Here’s the thing; all these fears are normal. It’s normal to be afraid. It’s our brains. Our damn brains. Our brains have not yet fully evolved to fully serve us in this modern-day world. We’ve come a long way. I mean, it’s simply amazing that we have the ability to view ourselves and watch ourselves go through life. To detach from our emotions and thoughts and observe them. To not only feel fear but to be able to think “I am feeling fear right now.” To be fully aware that you are procrastinating, but to keep doing it anyways. What an odd and mysterious phenomenon. But we’re still such primitive creatures. Our brains are still prominently hardwired to keep us from getting eaten by a big, scary animal and to stay in our caves when it’s dark out. They’re wired for survival and protection. Anything that is unfamiliar or unknown activates the fear center in our brain, the amygdala. Stress hormones are released and next thing you know, we’re running back to our caves to avoid the tiger, or firing up the lawnmower to cut the grass that doesn’t really need cutting because it’s September and it’s been brown and mostly dead since July instead of sitting down to write that blog that’s been “coming soon” for the last year…
I’ve always been fascinated by why successful people become successful and how they combat and manage their fears. How do they break away from the crowd and achieve and create such amazing and innovative things? The common theme seems to be that they just do it. They lean into their fears. If they’re afraid of something, then that’s the next thing they do. They come to terms with the fact that they are probably going to suck at it, but they do it anyways. They do it and typically fail immediately. But then they do it again and again and again. They don’t care what people think, they do it for themselves because they know what they are capable of. Only they can see their vision and the path to bring it to fruition. And over time, they build up a resilience. They rewire their brains through taking consistent action doing the things they are afraid of. Time gives fear its power, its strength. I recently read that in a book called “Be Obsessed or Be Average” by Grant Cardone and that’s when it clicked with me. Of course! The longer I wait to do something I haven’t done before, the harder it’s going to be to do. Such a ridiculously simple concept. It’s not like I didn’t know this already. But it’s only when something is dialed down to the absolute simplest terms, can I fully understand the concept and begin to apply it. The longer I wait, the more opportunity I give the fear center in my brain to have its way. And when it comes to writing a blog, it has gotten its way far too many times.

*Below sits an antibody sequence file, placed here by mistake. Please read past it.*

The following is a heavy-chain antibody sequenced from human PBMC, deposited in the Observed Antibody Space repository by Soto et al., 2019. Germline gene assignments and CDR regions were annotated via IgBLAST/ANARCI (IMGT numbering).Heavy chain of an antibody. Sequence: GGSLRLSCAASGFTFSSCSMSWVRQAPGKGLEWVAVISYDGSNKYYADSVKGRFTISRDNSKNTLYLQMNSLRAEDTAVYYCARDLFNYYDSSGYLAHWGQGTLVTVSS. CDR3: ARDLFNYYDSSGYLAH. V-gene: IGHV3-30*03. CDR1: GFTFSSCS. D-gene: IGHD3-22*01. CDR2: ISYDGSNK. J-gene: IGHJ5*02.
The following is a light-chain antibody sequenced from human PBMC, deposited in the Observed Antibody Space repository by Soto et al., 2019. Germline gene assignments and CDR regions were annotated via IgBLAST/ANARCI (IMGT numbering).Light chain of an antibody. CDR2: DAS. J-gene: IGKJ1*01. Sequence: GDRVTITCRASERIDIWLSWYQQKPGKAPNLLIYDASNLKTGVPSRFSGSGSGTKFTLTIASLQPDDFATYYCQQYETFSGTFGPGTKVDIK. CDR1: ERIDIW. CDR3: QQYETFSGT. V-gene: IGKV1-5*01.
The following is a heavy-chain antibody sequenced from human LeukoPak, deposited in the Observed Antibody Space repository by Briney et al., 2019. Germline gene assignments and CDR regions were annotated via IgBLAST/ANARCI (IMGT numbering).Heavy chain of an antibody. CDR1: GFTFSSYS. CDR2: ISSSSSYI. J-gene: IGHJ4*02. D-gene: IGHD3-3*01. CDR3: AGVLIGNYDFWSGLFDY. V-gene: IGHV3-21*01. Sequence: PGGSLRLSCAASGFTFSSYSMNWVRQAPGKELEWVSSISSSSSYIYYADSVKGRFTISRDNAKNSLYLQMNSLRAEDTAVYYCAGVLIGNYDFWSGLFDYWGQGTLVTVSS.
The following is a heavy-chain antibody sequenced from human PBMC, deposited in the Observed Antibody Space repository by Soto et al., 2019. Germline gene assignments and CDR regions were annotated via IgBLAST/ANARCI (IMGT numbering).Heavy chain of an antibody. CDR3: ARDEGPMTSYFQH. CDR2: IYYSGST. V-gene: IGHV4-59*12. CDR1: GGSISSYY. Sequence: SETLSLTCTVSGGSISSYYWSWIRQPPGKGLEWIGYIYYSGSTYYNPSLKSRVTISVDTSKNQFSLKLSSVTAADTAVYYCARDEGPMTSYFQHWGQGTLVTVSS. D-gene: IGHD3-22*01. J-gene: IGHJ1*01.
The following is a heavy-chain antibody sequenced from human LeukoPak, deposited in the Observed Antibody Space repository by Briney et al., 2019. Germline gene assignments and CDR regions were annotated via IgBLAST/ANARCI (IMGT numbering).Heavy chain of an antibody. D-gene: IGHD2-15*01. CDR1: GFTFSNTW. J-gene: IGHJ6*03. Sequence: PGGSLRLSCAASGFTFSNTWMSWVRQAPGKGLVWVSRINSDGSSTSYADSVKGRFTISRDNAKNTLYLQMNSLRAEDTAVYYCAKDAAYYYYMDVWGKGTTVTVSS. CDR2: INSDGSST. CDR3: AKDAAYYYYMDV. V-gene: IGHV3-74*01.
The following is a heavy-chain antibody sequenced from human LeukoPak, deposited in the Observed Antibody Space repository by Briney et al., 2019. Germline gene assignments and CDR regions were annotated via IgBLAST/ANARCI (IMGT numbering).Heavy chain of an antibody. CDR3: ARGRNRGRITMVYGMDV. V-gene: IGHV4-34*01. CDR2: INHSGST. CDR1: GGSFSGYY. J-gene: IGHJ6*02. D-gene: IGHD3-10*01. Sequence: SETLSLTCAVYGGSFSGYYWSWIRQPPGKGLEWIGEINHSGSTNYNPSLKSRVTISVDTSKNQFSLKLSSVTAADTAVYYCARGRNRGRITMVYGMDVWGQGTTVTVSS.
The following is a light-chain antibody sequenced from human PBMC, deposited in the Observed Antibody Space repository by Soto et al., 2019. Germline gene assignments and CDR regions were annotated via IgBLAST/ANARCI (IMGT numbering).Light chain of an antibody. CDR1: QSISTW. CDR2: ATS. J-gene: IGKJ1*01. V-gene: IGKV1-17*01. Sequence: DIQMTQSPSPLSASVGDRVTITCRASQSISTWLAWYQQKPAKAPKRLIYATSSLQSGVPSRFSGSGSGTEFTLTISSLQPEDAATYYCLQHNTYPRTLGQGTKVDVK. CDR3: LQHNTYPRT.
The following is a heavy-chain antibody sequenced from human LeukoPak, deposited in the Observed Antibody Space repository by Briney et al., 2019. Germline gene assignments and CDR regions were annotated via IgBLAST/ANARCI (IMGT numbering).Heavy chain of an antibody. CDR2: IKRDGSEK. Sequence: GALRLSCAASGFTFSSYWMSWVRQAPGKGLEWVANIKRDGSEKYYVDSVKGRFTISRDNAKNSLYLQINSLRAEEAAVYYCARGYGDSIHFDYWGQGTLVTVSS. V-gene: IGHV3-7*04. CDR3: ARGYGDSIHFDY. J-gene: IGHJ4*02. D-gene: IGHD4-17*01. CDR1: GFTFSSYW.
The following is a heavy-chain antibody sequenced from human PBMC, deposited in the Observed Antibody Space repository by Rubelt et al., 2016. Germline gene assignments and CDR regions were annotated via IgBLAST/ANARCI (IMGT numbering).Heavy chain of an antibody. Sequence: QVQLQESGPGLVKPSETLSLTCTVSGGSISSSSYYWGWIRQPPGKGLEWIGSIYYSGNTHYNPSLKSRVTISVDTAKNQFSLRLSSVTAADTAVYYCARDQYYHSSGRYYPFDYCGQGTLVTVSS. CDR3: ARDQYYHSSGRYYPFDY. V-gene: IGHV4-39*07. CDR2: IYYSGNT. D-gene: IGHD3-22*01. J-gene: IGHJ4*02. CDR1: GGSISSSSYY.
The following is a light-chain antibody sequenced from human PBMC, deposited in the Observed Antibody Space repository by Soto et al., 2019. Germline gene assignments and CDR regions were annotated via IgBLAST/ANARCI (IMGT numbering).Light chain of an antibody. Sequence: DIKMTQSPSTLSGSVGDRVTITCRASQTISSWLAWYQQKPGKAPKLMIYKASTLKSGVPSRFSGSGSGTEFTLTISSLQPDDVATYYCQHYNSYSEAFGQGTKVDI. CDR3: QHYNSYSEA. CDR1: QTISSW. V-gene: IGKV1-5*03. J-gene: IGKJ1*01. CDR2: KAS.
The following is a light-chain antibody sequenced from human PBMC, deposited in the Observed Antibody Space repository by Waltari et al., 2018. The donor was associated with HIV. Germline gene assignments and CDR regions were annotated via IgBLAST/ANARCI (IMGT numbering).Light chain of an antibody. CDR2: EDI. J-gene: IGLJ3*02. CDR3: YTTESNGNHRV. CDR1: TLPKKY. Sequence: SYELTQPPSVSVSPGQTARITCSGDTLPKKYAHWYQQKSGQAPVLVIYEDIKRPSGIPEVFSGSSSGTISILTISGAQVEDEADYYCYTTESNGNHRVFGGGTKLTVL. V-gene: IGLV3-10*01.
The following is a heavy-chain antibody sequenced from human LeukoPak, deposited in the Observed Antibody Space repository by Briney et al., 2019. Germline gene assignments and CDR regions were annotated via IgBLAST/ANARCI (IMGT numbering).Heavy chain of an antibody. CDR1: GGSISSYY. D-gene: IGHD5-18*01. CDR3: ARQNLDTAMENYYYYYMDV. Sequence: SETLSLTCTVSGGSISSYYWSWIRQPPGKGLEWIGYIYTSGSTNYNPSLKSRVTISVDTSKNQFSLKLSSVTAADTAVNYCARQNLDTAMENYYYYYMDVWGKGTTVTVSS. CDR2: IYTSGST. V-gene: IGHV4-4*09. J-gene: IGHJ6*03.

My commitment to myself is to write a weekly blog. I don’t know what it’s going to be about every week, just that I’m going to sit down and write something weekly. One would assume it would be woodworking related, and maybe occasionally, it will be. But my intention is to go much deeper than talking about how I cut up wood and glue it back together.
If you’ve made it this far, I appreciate your time and hope you found some value in this. Talk to you next week.